The guidance recommends that developers and manufacturers need to know any vulnerabilities associated with the software and hardware components provided by their vendors outside their organization. Increased awareness could help manufacturers and industrial consumers know where and how to apply security measures or build in redundancies. Some suggested practices include inclusion of vendors and suppliers in the risk assessment process; creating a publicly-disclosed mechanism for using vulnerability reports, such as a Bug bounty program; and developing and employing a list of known hardware and software components in the device package.

Connect Carefully and Deliberately:

The guidance notes that IoT consumers should consider whether continuous connectivity is necessary, given the use of the IoT device and risks associated with its disruption. It suggests that consumers be advised of the intended purpose of any network connection, and controls should be built into IoT devices to enable manufacturers, service providers and consumers to disable network connections or specific ports when it is desired to enable selective connectivity.

NIST's Guidance

On the same day as DHS released its principles for securing IoT devices, NIST released its own guidance in NIST Special Publication 800-160, Systems Security Engineering Considerations for a Multidisciplinary Approach in the Engineering of Trustworthy Secure Systems (NIST SP 800-160). NIST stated in NIST SP 800-160 that its objective to "address security issues" and "to use established engineering processes to ensure that needs, concerns, and requirements, are addressed with appropriate fidelity and vigor, early and in a sustainable manner."

NIST SP 800-160 recognizes that identifying all potential risks and/or preventing all breaches, disruptions or attacks are not realistic goals and, therefore, focuses on incorporating system security engineering (SSE) at all stages of the device's lifecycle (i.e., design, development, deployment, and maintenance) so as to make IoT devices less inherently vulnerable and more resilient and to limit the damage from the inevitable breaches, disruptions, and attacks. It starts with and builds upon a well-established international standards published by the International Organization for Standardization (ISO), the International Electrotechnical Commission (ICO) and the Institute of Electric and Electronic Engineering (IEEE). NIST SP 800-160 defines 30 different processes from initial business and mission analysis through the design and architecture stages, and outlines specific SSE activities and tasks for each process.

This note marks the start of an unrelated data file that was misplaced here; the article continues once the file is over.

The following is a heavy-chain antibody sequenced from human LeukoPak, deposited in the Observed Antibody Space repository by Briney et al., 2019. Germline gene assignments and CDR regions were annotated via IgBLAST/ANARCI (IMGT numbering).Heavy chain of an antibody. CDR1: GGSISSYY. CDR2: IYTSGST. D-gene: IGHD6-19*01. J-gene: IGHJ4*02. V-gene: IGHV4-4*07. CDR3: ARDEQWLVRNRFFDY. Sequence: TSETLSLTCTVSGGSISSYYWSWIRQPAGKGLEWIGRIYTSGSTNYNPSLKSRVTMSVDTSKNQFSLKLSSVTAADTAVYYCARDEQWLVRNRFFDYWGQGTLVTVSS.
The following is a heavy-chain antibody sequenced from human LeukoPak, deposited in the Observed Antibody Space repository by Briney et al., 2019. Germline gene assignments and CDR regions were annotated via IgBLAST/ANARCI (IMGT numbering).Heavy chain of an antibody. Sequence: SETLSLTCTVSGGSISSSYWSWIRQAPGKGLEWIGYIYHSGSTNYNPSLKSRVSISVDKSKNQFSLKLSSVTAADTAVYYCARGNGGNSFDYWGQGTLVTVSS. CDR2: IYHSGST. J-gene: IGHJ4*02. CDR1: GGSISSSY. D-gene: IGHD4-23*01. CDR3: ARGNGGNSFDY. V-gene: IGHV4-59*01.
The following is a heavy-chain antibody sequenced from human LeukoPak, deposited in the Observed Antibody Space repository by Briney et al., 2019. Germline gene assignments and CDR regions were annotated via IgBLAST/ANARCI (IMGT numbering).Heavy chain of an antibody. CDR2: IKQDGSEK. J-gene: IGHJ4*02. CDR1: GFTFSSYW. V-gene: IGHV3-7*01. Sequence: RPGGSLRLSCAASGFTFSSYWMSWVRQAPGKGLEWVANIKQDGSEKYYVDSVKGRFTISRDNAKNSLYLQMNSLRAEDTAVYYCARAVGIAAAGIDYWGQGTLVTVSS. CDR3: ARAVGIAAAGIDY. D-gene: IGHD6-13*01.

NIST SP 800-160 also outlines design principles for security spanning three areas: security architecture and design (i.e., organization, structure, interconnections and interfaces); security capability and intrinsic behaviors (i.e., what the protections are and how they are provided); and life cycle security (i.e., security process definition, conduct, and management). It further provides an overview of engineering and security fundamentals, covering subjects such as protection needs; security requirements and policy; distinguishing requirements, policy, and mechanisms; system security architecture, views and viewpoints; security relevance; security function protection criticality; trustworthiness and assurance; and cost, performance, and effectiveness.

Although the guidance released by DHS and NIST is nonbinding, companies should be mindful of it. Because this guidance has been approved and released by the federal government, there will likely be regulators and/or plaintiffs who refer to the guidance when attempting to impose liability on IoT developers and manufacturers following a breach or disruption. Failure to follow the guidance may be argued to be evidence of inadequate security and negligence. In addition, insurers may also refer to the guidance during the underwriting process for obtaining cyberinsurance to ensure that IoT developers and manufacturers have an appropriate level of security. In effect, the guidance released by DHS and NIST may become a de facto standard of care. At a minimum, this guidance should be part of the conversation for the security of IoT devices.